This prospect was apparently such a stench in the nostrils of those who value fairness that the federal government, in the person of Finance Minister Jim Flaherty, announced at the end of June that it was launching a public consultation on what ought to be the framework for the demutualization of federal P & C insurance companies. This would be a regime that would apply to all such companies looking to demutualize, not just to Economical Mutual.
I urged those interested in the issues involved to write to the Minister of Finance. A number of people, including both insurance brokers and non-voting Economical Mutual policyholders, have since indicated to me that they have done so.
One person who made a submission needed no urging to do so. I refer to a former colleague of mine Claude Gingras, LL.L.,LL.B.,LL.M. who in my view is Canada's leading expert on the subject of insurance company demutualization. He was General Counsel for the Mutual Life of Canada from 1977 to 1995 and, thereafter, Special Advisor to Canada's Dept. of Finance until mid-2003. In this latter capacity he assisted the federal government in establishing a demutualization regime for life insurance companies that was used by the four major mutual life insurance companies (Manulife, Sun Life, Canada Life and Mutual Life of Canada) to convert to stock companies.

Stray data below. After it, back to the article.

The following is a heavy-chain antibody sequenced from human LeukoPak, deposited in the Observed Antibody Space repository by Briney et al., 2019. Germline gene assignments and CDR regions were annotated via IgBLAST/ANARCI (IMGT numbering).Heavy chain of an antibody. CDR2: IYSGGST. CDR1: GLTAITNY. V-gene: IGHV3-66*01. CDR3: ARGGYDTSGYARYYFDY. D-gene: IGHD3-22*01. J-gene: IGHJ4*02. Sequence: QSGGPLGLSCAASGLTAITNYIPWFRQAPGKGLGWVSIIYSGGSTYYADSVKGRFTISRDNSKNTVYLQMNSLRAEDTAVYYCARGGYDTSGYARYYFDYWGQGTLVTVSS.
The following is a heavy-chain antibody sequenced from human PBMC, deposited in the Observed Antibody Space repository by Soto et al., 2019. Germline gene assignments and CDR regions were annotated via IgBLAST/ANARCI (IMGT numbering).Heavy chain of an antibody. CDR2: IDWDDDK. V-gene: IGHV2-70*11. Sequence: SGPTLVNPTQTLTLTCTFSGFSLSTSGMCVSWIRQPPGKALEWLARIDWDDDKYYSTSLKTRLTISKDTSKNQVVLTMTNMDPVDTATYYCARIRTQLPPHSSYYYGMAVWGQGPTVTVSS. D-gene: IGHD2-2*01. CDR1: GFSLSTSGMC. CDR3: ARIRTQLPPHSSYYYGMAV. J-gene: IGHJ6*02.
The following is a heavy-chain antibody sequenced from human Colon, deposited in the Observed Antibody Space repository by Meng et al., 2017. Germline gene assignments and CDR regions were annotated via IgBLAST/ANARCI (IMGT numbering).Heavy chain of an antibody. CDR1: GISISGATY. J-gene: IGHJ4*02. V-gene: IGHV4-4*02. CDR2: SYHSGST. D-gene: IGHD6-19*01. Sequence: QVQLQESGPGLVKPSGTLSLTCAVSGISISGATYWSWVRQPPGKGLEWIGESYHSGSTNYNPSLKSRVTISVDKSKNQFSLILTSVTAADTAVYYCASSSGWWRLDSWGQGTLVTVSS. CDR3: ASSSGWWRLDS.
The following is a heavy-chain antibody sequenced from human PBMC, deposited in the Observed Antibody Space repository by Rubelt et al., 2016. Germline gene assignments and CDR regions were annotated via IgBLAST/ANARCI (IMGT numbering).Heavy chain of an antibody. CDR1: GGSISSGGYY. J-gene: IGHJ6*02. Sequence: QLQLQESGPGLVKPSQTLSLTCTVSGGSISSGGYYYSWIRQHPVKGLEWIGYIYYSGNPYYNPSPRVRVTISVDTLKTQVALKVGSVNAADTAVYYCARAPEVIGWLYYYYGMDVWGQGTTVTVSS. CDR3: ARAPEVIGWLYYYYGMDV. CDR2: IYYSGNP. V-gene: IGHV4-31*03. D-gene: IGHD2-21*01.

I agree with and endorse the points in Mr. Gingras' submission. Their cogency should make them irresistible to all but those most financially or politically self-interested in the proposed Economical Mutual Insurance demutualization.
For those who have followed this issue on www.RickardsRead.com here are key excerpts from Claude Gingras' July 28 submission to Ottawa.
He notes that the June 30, 2011 announcement from the federal government asks: "Independent from the demutualization issue, the Government is seeking views on how mutual P & C companies can ensure that they continue to have an effective governance structure and whether measures need to be taken to increase the number of voting policyholders."
That the Department of Finance asks this question [Gingras states] and in these terms, is somewhat intriguing. The fact is that at least half of the mutual P & C companies under federal jurisdiction currently have a seriously defective governance structure that does not deserve to be "continued" at all, and this situation has been well known to the Government for a long time.
While the Insurance Companies Act (ICA) determines who has voting rights in a mutual life company, it is silent on this crucial governance matter for P & C mutual companies. Each P & C mutual is therefore free to determine to whom they will issue a voting policy. A number of mutual P & C companies have granted voting rights to all their policyholders by by-law, including for instance Wawanesa, a major company. However Economical [Mutual Insurance], another major P & C company, ... and a few smaller ones have reserved their voting policies mostly for directors, officers, staff and friends of the company, thus ensuring a very convenient and cosy entrenchment of management.